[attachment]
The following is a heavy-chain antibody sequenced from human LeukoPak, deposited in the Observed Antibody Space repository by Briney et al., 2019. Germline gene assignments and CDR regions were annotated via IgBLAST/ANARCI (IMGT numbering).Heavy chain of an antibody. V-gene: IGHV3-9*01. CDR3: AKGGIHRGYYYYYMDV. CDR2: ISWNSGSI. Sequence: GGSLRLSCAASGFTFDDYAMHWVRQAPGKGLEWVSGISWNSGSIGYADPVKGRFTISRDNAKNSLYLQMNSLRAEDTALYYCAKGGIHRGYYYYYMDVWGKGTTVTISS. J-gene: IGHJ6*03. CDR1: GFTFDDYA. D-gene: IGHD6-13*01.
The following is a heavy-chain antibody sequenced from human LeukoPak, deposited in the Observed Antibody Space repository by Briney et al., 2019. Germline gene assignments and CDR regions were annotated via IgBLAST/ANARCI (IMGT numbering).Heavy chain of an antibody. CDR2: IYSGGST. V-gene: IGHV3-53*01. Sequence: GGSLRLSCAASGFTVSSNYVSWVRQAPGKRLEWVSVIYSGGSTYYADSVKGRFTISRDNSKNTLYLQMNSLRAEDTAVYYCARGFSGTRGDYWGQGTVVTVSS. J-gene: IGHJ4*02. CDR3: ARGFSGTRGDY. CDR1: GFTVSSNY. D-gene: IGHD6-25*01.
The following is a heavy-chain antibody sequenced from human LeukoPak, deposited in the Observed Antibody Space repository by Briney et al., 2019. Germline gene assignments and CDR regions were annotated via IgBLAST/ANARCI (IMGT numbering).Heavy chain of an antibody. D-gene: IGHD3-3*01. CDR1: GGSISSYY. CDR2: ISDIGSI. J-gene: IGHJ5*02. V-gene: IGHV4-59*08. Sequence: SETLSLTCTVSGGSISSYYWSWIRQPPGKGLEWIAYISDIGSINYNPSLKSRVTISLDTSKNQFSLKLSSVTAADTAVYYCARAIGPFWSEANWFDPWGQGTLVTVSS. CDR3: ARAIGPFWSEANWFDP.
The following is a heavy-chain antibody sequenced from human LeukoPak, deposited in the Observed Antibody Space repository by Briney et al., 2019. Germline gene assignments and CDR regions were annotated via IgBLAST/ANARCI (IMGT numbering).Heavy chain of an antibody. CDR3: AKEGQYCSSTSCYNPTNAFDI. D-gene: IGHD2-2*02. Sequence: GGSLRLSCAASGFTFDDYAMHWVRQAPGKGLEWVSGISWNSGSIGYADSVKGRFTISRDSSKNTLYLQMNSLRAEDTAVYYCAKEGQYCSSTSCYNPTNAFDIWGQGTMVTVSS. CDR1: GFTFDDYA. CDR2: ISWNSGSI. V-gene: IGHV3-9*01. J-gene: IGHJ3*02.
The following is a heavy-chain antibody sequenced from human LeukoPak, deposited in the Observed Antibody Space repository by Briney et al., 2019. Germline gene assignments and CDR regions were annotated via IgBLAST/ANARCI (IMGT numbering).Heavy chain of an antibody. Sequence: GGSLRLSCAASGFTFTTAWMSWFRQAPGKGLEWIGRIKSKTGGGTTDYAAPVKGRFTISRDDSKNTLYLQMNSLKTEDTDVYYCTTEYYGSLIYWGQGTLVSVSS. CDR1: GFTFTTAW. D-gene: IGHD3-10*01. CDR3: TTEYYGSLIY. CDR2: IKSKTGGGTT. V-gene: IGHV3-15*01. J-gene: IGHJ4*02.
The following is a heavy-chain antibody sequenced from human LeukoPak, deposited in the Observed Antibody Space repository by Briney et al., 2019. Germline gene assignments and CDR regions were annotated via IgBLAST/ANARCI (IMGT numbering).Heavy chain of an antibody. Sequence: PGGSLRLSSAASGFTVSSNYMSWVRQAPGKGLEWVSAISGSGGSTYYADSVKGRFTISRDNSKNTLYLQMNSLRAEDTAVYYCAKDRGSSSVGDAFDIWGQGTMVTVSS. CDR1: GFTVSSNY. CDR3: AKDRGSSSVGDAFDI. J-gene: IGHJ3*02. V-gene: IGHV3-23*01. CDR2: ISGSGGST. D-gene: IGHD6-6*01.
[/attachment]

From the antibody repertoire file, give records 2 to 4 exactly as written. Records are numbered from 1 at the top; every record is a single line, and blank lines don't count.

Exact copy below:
The following is a heavy-chain antibody sequenced from human LeukoPak, deposited in the Observed Antibody Space repository by Briney et al., 2019. Germline gene assignments and CDR regions were annotated via IgBLAST/ANARCI (IMGT numbering).Heavy chain of an antibody. CDR2: IYSGGST. V-gene: IGHV3-53*01. Sequence: GGSLRLSCAASGFTVSSNYVSWVRQAPGKRLEWVSVIYSGGSTYYADSVKGRFTISRDNSKNTLYLQMNSLRAEDTAVYYCARGFSGTRGDYWGQGTVVTVSS. J-gene: IGHJ4*02. CDR3: ARGFSGTRGDY. CDR1: GFTVSSNY. D-gene: IGHD6-25*01.
The following is a heavy-chain antibody sequenced from human LeukoPak, deposited in the Observed Antibody Space repository by Briney et al., 2019. Germline gene assignments and CDR regions were annotated via IgBLAST/ANARCI (IMGT numbering).Heavy chain of an antibody. D-gene: IGHD3-3*01. CDR1: GGSISSYY. CDR2: ISDIGSI. J-gene: IGHJ5*02. V-gene: IGHV4-59*08. Sequence: SETLSLTCTVSGGSISSYYWSWIRQPPGKGLEWIAYISDIGSINYNPSLKSRVTISLDTSKNQFSLKLSSVTAADTAVYYCARAIGPFWSEANWFDPWGQGTLVTVSS. CDR3: ARAIGPFWSEANWFDP.
The following is a heavy-chain antibody sequenced from human LeukoPak, deposited in the Observed Antibody Space repository by Briney et al., 2019. Germline gene assignments and CDR regions were annotated via IgBLAST/ANARCI (IMGT numbering).Heavy chain of an antibody. CDR3: AKEGQYCSSTSCYNPTNAFDI. D-gene: IGHD2-2*02. Sequence: GGSLRLSCAASGFTFDDYAMHWVRQAPGKGLEWVSGISWNSGSIGYADSVKGRFTISRDSSKNTLYLQMNSLRAEDTAVYYCAKEGQYCSSTSCYNPTNAFDIWGQGTMVTVSS. CDR1: GFTFDDYA. CDR2: ISWNSGSI. V-gene: IGHV3-9*01. J-gene: IGHJ3*02.